Davidson’s Imbibable Past

{Cross Posted on the Davidson Archives blog}   Lewis Bell came to Davidson College in 1865 and graduated in 1870. Though he was a student during the Reconstruction Era, it is likely that most of his college experiences were mundane. He was a member of the Eumenean Literary Society. Among his papers held in the college archive is a donation request from the society from the year after he graduated. Like many Davidson students, he…

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From the archive

From the Antigua Observer of July 22nd, 1847: BRITISH OFFICERS ROASTED ALIVE AND DEVOURED BY CANNIBALS – A letter has been received in London, from an officer of H.M. war steamer Driver, detailing the particulars of an engagement between the British and the New Zealanders, in which ten men of the Carton frigate were killed, and thirteen wounded, exclusive of several men of the 89th regiment.  The savages roasted alive two European officers, whom they…

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Fire! July 19th, 1845 – The Financial District

On July 19th, 1845, New York City caught fire.  It started in a whale oil warehouse in lower Manhattan and spread quickly, eventually engulfing warehouses full of explosives.  The fire burned for over eight hours, and when it was finally put out, 30 people had died. The fire was commemorated in popular prints in the 1880s, two of which currently held by the New York Public Library:   I came across the fire while trying…

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More bureaucracy

Perhaps it’s just that reading organizational records means more bureaucracy than I’m generally used to, but I’ve been intrigued by entries in the monthly meeting minutes of the Philadelphia Society of Friends that report on general levels of attendance at meetings throughout the week.  I’ve just moved on to the yearly meeting, and found that those reports were aggregated, with the conclusion “The hour is generally well observed.  All the meetings notice instances of sleeping,…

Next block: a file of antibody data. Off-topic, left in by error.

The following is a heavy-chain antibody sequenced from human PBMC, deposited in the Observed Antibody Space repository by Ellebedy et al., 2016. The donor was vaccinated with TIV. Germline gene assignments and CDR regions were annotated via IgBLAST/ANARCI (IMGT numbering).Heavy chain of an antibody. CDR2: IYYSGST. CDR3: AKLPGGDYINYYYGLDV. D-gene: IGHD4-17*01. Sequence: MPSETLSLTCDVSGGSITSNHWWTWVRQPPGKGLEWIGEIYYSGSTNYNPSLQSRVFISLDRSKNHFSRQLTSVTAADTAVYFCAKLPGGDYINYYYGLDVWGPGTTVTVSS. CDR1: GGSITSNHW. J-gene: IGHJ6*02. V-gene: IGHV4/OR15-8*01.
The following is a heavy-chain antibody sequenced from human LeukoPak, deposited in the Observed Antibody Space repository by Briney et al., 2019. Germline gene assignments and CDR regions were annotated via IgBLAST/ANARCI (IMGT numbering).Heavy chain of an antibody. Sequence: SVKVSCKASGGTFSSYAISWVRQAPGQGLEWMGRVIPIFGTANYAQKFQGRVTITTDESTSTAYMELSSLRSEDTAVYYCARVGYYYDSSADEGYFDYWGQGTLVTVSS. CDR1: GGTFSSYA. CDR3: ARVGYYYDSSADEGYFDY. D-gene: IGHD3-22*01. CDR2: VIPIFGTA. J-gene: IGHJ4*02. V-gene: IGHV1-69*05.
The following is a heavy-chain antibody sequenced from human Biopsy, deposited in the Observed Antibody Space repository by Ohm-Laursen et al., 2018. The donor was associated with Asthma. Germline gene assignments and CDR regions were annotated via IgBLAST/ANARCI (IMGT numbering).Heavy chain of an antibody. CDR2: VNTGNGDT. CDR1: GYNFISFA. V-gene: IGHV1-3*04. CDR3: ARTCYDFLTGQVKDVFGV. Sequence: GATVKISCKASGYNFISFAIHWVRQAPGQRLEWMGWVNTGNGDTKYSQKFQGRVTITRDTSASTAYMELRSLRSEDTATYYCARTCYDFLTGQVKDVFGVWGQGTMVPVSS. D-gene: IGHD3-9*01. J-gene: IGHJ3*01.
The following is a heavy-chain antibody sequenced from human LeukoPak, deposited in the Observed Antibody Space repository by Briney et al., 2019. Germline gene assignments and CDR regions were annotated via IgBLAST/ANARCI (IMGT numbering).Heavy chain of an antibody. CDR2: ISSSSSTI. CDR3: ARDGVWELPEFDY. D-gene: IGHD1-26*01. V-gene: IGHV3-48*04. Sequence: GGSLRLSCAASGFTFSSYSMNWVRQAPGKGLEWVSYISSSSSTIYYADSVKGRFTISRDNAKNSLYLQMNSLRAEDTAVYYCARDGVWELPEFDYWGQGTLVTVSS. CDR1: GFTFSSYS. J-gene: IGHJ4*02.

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Snarky bureaucracy, c. 1846

I’ve finally tracked down the files containing army correspondence relative to Fort Gibson, in Indian Territory, around the time that the Cherokee Nation raised funds for famine relief.  Many of the letters are about troop movements, but the one I’m reading now is crabby about whoever is responsible for the fort’s finances: You are mistaken in supposing that the regulation of July 12th, 1845 went into operation at Fort Gibson only from the date of…

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Archival gem (on stereotypes)

I took a trip down to Charleston today to look at the records of the Charleston Hibernian Society – the body that collected donations for famine relief in Georgia, South Carolina and North Carolina.  All told, these men took in approximately $15,000, and letters to the English consulate in New Orleans suggest that still more donations were made directly to British representatives in America.  Sadly, the 1886 Charleston earthquake seems to have destroyed the minute…

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Quick note: Henry Street, New York, 1847 – a particularly philanthropic street?

Building on the patterns I’ve been trying to track in famine donors, I also noticed today that of the thirteen individual donors from New York City, nearly a quarter lived within a few blocks on Henry Street.  I don’t know what it’s about, or if it’s just a random happenstance but I’ve got a whole other list of NYC donors and I look forward to finding out! Henry Street via NYPL

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NARA does online gaming

I’m a little late to the game with this, but I was really happy to find that in 2012, the US National Archives moved into the online gaming world and into the itunes store, with apps like DocsTeach (online here). DocsTeach is, on the face of it, a fantastic idea.  It centers the idea that a considerable part of historical learning comes through the analysis of primary sources, and seems to try to build activities…

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